A speech writer's take on important speeches, and the craft of writing for an audience.
Monday, April 19, 2010
Speech By: Abraham Lincoln Date: November 19, 1863 Location: Gettysburg, Pennsylvania Occasion: Dedication of National Cemetery
The Bully Pulpit has already covered the Gettysburg Address. But, since it deservedly resides on Time’s list of Top Ten speeches, it is worth another review. Besides, there is always more to say about this magnificent speech - little appreciated, by those who first heard it.
It is important to consider the context of this speech. Obviously, it was part of the dedication ceremony for the new national cemetery, on the site of the largest battle ever fought on the North American continent. But so much more was at stake than that.
President Lincoln was facing re-election in less than a year. No nation in history had ever been able to host a free election amidst a civil war. His prospects for success in that re-election effort seemed dim. He would prevail in that election, but no one listening knew that.
The battle had occurred on Union soil, because the Army of Northern Virginia had the ability to invade, putting Washington itself at risk. With the lense of historical perspective, we know the South would never again be able to invade North. But those in the crowd did not know that.
After the war, it became obvious that Gettysburg was the battle from which the South could never recover. Its losses over those three days of battle had been too severe. But no one on either side yet knew that.
All those uncertainties which plagued those who heard the Gettysburg address, are no longer apparent to us, in the clear light of historical knowledge.
Lincoln not only sought to address these uncertainties, as well as to honor the dead whose final resting place was being dedicated that day, he had the higher object of inspiring his people on to final victory.
For the first two years of the war, Lincoln had steadfastly maintained the issue was over secession - not slavery. In late 1862 Lincoln signed the Emancipation Proclamation, which took effect January 1, 1863. By November of that year, Lincoln, speaking at Gettysburg, no longer cast the bitter conflict between the states as a question of union versus secession, but as "a new birth of freedom." In his first sentence he pointed out the nation’s founding had been “dedicated to the proposition that all men are create equal.”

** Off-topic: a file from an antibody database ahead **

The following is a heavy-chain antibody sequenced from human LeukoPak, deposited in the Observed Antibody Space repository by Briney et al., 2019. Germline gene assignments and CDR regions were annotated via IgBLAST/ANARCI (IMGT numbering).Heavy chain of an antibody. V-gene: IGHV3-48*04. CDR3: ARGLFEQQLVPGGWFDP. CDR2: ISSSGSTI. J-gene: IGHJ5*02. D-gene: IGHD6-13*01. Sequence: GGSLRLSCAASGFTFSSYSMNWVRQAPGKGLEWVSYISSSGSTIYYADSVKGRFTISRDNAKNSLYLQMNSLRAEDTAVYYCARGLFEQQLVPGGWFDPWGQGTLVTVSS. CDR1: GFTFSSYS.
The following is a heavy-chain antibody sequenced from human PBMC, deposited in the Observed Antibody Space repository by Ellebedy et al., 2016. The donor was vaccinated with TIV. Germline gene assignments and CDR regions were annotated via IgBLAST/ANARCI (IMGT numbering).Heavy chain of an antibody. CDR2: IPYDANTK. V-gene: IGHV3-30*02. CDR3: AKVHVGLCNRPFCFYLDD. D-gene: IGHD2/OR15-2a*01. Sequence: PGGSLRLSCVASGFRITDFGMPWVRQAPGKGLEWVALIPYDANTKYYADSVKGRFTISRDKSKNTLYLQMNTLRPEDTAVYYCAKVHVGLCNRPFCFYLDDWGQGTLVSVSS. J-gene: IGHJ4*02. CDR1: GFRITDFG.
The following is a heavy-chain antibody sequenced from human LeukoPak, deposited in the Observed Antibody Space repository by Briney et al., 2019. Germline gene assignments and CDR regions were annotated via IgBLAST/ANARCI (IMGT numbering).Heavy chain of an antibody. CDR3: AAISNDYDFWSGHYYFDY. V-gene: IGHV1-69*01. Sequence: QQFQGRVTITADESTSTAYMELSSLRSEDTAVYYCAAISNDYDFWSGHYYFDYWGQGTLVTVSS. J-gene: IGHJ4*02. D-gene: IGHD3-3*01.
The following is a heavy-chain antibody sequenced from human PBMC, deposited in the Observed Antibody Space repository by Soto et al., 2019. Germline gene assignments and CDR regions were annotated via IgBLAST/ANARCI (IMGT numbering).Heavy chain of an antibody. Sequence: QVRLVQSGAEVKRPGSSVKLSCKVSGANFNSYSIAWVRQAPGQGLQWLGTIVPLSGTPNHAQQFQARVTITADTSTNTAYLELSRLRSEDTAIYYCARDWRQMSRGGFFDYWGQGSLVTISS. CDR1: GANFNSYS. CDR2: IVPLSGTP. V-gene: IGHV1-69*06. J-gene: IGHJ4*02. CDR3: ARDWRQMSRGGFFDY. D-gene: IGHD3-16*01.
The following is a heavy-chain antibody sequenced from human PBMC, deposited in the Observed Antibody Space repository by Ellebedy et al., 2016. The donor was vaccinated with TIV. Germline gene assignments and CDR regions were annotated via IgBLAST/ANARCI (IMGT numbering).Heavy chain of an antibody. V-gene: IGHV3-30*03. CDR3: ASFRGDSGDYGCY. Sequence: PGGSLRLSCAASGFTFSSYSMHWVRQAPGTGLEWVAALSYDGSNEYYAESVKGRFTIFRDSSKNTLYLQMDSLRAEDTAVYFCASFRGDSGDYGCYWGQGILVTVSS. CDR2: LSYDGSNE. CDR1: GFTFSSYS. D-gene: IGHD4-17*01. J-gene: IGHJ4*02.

He proceeds with spare, yet masterfully descriptive language. He also uses classic speech techniques such as repetition, particularly in groups of three. “we can not dedicate...we can not consecrate...we can not hallow this ground.”
The phrase “we can not” serves the same purpose as bullets on a sheet of paper do for a reader - it warns of each important point that is about to be made. Notice also he uses “can not” as separate words rather than the more common cannot. The purpose is to make each syllable distinct as part of the emphasis.
As a final trick to capture the audience, Lincoln reverses the repetition technique in the final sentence, placing the repeated word at the end of each thought rather than at the beginning: “- and that government, of the people, by the people, for the people, shall not perish from the earth.”
A veteran writer, researcher and lecturer, with more than 25 years experience in politics, political communications, and public relations. I’ve studied speech writing at NYU, and authored a number of published articles on the practice of lobbying as well as topics in American history.
My lecture on the War of 1812: 1812 – Uncle Sam’s First War, is now a lecture in the New York Speakers in the Humanities bicentennial commemoration series.